There will be new lights coming to Oriole Park at Camden Yards next season. This seems like just about the most mundane bit of information possible - the Baltimore Sun reported it after a Public Information Act filing with the Maryland Stadium Authority - except for one thing: The new lights will be all LED lights.
If you’re not sure why that matters, don’t worry. I didn’t know either. It turns out that there’s apparently some belief that LED lights were part of the culprit behind the Orioles record for futility set in the three-game series in Houston back in May. That was the series where the Orioles got swept while setting a MLB record in striking out 52 times over a three-game series.
The idea that lights could somehow be to blame for that many strikeouts seems rather ridiculous on its face, but you never really know with baseball players. It is definitely the case that another Baltimore Sun reporter, Orioles beat writer Jon Meoli, asserted in a tweet today that Houston’s LED lights were “famously to blame” for the Orioles strikeout futility back in May.
May was a long time ago in baseball terms. A lot of games have happened between now and then. But I feel like I would have remembered if the Orioles came away from Houston blaming the issue on the lights.
I think we can all be forgiven if this bit of information was not in our awareness because neither of the stories he filed about the strikeout record at the time actually mentions the LED lights, unless you count a passing reference of “under the bright lights,” so it certainly wasn’t famous to fans.
At the time, MASN’s Steve Melewski relayed a quote from manager Buck Showalter’s post-game presser at the conclusion from the sweep in which Showalter referred to a “change in the lighting” and asked rhetorically, “They get new LED lighting?” Showalter also alluded to “some real thoughts I’ll keep private” - further thoughts on the lights, perhaps?
This is something that happens a good bit, where things are common knowledge among the beat writers because of comments made when the tape recorder’s not active. Melewski’s story is interesting because the only player actually quoted is Adam Jones. Most of the time, several Orioles will give thoughts, even after losses.
Perhaps they all complained about the lights off the record, not wanting to sound pathetic, like when Bryce Harper became the only left-handed hitter in history to say he doesn’t like hitting in Camden Yards. Harper complained of Camden Yards being too dark. Maybe he’ll be happy about brighter LED lights.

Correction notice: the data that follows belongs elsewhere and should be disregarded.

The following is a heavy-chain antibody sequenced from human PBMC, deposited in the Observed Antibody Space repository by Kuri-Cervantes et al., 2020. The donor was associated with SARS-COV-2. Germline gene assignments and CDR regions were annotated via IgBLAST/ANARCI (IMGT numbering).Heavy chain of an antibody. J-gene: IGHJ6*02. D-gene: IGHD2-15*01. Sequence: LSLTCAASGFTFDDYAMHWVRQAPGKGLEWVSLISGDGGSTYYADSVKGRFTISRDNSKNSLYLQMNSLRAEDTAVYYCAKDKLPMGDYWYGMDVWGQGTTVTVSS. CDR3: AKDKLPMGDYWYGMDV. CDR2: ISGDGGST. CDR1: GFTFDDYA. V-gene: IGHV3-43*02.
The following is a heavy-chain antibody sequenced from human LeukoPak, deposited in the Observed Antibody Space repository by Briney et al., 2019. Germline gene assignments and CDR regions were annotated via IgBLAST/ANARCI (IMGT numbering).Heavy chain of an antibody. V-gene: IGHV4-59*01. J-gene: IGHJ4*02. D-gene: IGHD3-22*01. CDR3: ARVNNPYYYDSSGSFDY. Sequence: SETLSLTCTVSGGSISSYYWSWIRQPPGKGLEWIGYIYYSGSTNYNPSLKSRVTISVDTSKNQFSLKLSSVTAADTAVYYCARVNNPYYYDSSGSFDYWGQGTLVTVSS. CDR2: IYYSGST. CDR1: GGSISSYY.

There were, in fact, new LED lights in Minute Maid Park in Houston this year, and if they gave the Orioles fits, the O’s weren’t the only team with problems. There are a few stories throughout the year of the Astros also having issues, including one about Astros outfielder George Springer having lost four balls in the lights - and that was only in mid-April.
As it turns out, the Astros were one of the worst home batting teams in the American League, and one of the better ones at hitting on the road. Perhaps their own hitters were affected?
The very same company, Musco Lighting, that installed Houston’s LED lights has been contracted to install the new LED lights at Oriole Park at Camden Yards. So if the lights were somehow to blame for all of the strikeouts - which remains a ridiculous notion, no matter what the players believe - well, they’re going to have to get used to it. Or else they’re going to strike out a lot at home too.
Would we even notice the difference? The Orioles of 2016 were plenty capable of striking out regardless of the lighting conditions. Next year’s Orioles, with most all of the same cast, figure to do the same. But yes, we would notice, because there’s a big difference between the Orioles setting strikeout records and the Orioles striking out at what is, for them, a more normal pace.
The story about the Astros having problems with their own lights mentions that other teams with LED lights are the Mariners and Yankees. The Orioles went 0-4 in Seattle this year and 4-6 in New York, with two of those four wins coming in day games. It’s a couple of extra pieces of information to make you go, “Hmm...” but it’s nothing conclusive.
If by some circumstance, LED lights do actually favor pitchers, hey, maybe that’s good news for a much-maligned Orioles rotation? Sure - provided that they have outfielders actually capable of catching balls in the lights. The outfield defense, as we all know, was not a strength for the 2016 team.
Whether there is or isn’t some kind of LED light effect is so far beyond the control of fans there’s really no point worrying about it. Maybe whatever it is about the LED lights will be peculiar to Houston and won’t carry over to the light setup that is installed in Baltimore. Minute Maid Park has a roof while Camden Yards does not, to name just one major difference that could affect the lighting.
Or maybe we should just all start panicking now. The lights are coming! The lights are coming to take away our runs!